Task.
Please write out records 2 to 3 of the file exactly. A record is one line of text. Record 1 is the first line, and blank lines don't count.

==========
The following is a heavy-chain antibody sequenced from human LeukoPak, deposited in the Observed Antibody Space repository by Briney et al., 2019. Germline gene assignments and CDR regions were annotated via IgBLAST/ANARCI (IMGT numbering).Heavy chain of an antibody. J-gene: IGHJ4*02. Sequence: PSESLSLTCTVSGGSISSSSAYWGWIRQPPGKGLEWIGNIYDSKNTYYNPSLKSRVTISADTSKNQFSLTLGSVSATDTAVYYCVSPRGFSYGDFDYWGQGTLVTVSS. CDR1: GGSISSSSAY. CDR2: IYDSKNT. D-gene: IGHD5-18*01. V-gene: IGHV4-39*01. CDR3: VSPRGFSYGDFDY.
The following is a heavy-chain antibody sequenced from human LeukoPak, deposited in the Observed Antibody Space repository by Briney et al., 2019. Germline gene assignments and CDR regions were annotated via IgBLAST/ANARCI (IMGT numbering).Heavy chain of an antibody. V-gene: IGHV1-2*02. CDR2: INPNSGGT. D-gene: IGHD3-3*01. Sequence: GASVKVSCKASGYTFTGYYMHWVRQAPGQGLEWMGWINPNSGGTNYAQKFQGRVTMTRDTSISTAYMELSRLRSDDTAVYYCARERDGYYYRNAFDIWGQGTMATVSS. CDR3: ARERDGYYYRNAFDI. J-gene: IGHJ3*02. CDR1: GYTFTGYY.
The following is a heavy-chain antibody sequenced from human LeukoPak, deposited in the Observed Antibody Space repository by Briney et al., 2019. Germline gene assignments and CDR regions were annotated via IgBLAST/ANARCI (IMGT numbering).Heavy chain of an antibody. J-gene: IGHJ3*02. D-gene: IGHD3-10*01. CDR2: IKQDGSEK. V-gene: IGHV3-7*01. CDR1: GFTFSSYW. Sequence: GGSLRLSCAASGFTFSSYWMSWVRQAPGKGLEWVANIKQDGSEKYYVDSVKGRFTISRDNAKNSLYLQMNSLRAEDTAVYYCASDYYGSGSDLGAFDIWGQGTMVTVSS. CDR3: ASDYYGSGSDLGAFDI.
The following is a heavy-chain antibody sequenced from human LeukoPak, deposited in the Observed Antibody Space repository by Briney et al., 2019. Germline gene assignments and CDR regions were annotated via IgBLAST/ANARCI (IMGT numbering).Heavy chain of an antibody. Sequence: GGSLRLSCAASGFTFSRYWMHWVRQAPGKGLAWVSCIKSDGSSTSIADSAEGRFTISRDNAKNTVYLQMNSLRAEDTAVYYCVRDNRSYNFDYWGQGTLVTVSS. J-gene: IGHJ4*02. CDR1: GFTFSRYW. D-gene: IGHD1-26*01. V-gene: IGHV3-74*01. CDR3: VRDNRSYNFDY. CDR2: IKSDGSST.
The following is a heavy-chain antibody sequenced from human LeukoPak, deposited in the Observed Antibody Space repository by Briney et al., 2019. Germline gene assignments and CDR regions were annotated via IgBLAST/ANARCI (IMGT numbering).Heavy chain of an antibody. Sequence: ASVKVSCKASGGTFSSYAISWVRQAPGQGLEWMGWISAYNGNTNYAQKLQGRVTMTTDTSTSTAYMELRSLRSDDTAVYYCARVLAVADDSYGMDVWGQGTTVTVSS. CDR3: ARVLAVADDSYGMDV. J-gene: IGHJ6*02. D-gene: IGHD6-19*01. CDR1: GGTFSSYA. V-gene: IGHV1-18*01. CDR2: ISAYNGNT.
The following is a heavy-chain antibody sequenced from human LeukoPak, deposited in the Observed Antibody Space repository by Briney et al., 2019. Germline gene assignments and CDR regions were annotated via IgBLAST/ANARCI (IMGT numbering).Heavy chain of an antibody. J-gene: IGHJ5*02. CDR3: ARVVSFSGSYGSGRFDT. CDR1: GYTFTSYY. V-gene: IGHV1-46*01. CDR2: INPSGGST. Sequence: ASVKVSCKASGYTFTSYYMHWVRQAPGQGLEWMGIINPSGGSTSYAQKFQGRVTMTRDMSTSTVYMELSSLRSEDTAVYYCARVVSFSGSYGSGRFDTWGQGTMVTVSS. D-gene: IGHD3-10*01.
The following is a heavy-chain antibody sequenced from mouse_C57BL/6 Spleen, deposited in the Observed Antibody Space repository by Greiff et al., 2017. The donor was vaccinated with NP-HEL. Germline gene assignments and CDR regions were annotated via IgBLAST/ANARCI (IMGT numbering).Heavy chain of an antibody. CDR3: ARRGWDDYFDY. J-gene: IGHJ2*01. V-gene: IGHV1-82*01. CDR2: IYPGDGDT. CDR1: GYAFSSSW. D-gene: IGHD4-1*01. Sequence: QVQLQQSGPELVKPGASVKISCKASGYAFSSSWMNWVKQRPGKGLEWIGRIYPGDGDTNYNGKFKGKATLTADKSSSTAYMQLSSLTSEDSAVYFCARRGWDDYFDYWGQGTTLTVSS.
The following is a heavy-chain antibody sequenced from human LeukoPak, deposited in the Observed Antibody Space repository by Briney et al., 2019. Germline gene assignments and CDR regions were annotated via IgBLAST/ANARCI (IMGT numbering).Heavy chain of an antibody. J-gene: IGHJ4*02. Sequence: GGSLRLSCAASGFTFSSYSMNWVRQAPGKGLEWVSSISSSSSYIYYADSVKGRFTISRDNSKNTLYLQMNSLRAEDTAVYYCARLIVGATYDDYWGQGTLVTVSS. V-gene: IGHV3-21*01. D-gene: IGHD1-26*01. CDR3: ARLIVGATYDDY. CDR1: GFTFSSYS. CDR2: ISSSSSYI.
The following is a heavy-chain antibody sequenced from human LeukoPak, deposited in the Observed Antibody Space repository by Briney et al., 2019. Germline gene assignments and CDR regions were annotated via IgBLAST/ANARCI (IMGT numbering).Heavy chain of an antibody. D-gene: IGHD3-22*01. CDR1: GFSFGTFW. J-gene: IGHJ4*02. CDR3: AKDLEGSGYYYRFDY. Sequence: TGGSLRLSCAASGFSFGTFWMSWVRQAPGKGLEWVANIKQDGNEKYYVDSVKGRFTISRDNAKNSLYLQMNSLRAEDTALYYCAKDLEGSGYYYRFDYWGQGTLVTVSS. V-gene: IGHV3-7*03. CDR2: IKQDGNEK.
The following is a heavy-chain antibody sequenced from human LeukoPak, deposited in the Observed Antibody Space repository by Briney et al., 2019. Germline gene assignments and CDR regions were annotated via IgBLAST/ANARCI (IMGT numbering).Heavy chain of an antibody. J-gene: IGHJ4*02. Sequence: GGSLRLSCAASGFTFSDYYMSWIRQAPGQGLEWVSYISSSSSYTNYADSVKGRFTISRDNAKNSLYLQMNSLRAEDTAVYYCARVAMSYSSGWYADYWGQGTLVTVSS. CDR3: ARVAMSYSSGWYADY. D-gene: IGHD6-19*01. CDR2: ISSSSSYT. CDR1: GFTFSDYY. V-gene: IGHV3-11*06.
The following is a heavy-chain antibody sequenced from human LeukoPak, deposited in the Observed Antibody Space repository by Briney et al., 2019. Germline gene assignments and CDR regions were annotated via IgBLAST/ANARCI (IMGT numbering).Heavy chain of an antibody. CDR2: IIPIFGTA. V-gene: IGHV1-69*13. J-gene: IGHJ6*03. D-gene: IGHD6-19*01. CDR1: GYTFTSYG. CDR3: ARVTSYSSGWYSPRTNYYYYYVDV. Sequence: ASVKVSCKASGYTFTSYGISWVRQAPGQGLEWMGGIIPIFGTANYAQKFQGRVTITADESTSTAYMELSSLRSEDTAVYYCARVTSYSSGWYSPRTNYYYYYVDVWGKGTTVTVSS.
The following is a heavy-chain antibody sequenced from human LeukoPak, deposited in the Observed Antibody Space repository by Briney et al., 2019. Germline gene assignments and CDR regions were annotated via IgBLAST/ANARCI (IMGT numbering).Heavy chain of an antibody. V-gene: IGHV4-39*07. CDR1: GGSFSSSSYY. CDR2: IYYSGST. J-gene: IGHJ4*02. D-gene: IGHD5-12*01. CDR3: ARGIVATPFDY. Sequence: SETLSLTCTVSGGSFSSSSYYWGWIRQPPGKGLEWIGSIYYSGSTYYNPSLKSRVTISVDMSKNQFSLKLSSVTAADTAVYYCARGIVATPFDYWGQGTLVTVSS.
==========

The following is a heavy-chain antibody sequenced from human LeukoPak, deposited in the Observed Antibody Space repository by Briney et al., 2019. Germline gene assignments and CDR regions were annotated via IgBLAST/ANARCI (IMGT numbering).Heavy chain of an antibody. V-gene: IGHV1-2*02. CDR2: INPNSGGT. D-gene: IGHD3-3*01. Sequence: GASVKVSCKASGYTFTGYYMHWVRQAPGQGLEWMGWINPNSGGTNYAQKFQGRVTMTRDTSISTAYMELSRLRSDDTAVYYCARERDGYYYRNAFDIWGQGTMATVSS. CDR3: ARERDGYYYRNAFDI. J-gene: IGHJ3*02. CDR1: GYTFTGYY.
The following is a heavy-chain antibody sequenced from human LeukoPak, deposited in the Observed Antibody Space repository by Briney et al., 2019. Germline gene assignments and CDR regions were annotated via IgBLAST/ANARCI (IMGT numbering).Heavy chain of an antibody. J-gene: IGHJ3*02. D-gene: IGHD3-10*01. CDR2: IKQDGSEK. V-gene: IGHV3-7*01. CDR1: GFTFSSYW. Sequence: GGSLRLSCAASGFTFSSYWMSWVRQAPGKGLEWVANIKQDGSEKYYVDSVKGRFTISRDNAKNSLYLQMNSLRAEDTAVYYCASDYYGSGSDLGAFDIWGQGTMVTVSS. CDR3: ASDYYGSGSDLGAFDI.